The allied powers lined up against the axis powers in the Valley of Siddim. Now when you imagine this valley, picture a plain pocketed with pits of tar, a sort of minefield where one misstep meant almost certain death. Such was the terrain on which this great battle raged. As the fight wore on, the axis powers came to overwhelm the allied forces. The Jordanians scattered and retreated from the battlefield. Verse 10 reports that some of them fell into the tar pits, never to be heard from again. But having defeated the resistance, the Mesopotamian kings smiled at the thought of what would happen next. 

The Mesopotamians fell upon Sodom and Gomorrah, plundering the cities and enslaving the Jordanian men, women, and children. Like a plague of locusts, they consumed everything they encountered before moving on. The king of Sodom (having survived the battle) would have thought it safe to reenter the city after their departure. But when he did, he found the streets silent and the town center still. The king of Sodom realized he had become the king of nothing, as nothing at all was left of his city. 

This is how the story would have ended had God not spared a nameless man who escaped the battle and ran to Abraham (who was still Abram at the time). The survivor told Abraham everything that had happened. Genesis 14:14 reports, “When Abram heard that his brother had been taken captive, Abram led forth his trained men, born in his house, 318 of them, and went in pursuit [of Lot’s captors].” Lot was Abraham’s nephew, and Lot lived in Sodom at the time. He was among those enslaved by the Mesopotamians. But interestingly, here in Genesis, Lot is called Abraham’s brother in the Hebrew (also later in verse 16, Lot is again called Abraham’s brother). Why is this? Well, the language may signal back to a blood covenant. Abraham and Lot, when parting ways, may well have made a blood covenant with each other. Such a covenant would make them blood brothers. And it would mean Abraham saw himself as Lot’s kinsman redeemer. Abraham would now risk everything to rescue his lost brother from the hands of the enemy.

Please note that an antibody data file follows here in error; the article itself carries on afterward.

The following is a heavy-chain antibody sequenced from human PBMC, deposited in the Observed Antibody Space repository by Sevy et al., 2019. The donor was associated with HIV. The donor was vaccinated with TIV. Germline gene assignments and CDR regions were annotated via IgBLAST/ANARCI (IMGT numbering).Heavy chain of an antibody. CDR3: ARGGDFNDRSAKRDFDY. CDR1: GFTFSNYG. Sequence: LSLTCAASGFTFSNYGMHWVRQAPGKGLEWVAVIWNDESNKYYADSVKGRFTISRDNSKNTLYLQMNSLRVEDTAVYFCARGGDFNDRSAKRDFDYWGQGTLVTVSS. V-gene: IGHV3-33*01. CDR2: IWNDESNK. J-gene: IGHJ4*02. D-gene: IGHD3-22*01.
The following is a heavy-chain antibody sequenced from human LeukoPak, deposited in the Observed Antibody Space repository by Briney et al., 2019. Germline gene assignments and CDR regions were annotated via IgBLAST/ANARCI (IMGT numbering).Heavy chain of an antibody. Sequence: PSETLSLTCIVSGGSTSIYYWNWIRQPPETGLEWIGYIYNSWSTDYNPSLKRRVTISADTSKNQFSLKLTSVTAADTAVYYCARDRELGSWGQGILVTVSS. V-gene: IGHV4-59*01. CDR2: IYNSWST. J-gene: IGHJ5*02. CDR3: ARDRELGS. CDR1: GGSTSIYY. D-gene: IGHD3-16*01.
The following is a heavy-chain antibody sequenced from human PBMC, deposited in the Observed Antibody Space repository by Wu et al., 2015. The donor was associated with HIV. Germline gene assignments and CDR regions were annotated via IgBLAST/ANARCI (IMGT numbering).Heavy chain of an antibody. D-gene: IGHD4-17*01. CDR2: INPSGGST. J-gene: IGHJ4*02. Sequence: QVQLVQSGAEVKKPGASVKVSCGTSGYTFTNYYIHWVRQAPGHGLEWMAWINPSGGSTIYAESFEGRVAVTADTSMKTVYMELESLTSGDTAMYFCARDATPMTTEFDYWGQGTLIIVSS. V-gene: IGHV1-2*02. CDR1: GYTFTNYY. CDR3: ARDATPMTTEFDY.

Accompanied by his allies Aner, Eschol, and Mamre (three Amorite brothers), and leading an assembly of 318 trained men, Abraham went in pursuit of the Mesopotamian army. When we think about Abraham’s 318 “instructed” men, we envision a special hand-selected team of fighters––Abraham’s runners-and-gunners, his shooters-and-looters, if you will. Certainly they would prove themselves to be capable warriors. But consider something else as well: they knew of Abraham’s close relationship with El Shaddai, so their trust in Abraham was proportionate to their trust in Abraham’s God. In a way, these 318 instructed men born in Abraham’s house represent the earliest church on record. Although it may sound bizarre at first, recall, back in chapter 12 we read that, “Abram went as the LORD had told him . . . Abram was 75 years old when he departed from Haran. And Abram took Sarai, and Lot his brother’s son, and all their possessions, and the souls they had made in Haran, and they set out to go to the land of Canaan” (Genesis 12:4-5). The phrase “and the souls they had made” is literally what the Torah says in Hebrew. You see, in Haran, Abraham was telling others about his God––the one true God. He was thus “making souls” in Haran. He was not reproducing physically (as we know), but he was reproducing spiritually. With this in mind, we fast forward a number of years and we come upon this congregation under Abraham’s guidance. I think these men were those souls Abraham made in Haran and elsewhere. Also note that later on, these same men, as members of Abraham’s household, will get circumcised, and they will enter into Abraham’s blood covenant with God (Genesis 17:13). For me, there is no doubt about it: these 318 men believe in Abraham’s God, and they trust in God’s disciple Abraham. This makes them a band of believers, a “church” so to speak. And what will this “church” do? They will engage the struggle; they will pursue and rescue the lost; they will be blessed; they will give back whatever they acquire. (This really is a church!) And they will faithfully carry out their mission even if it means 150 miles.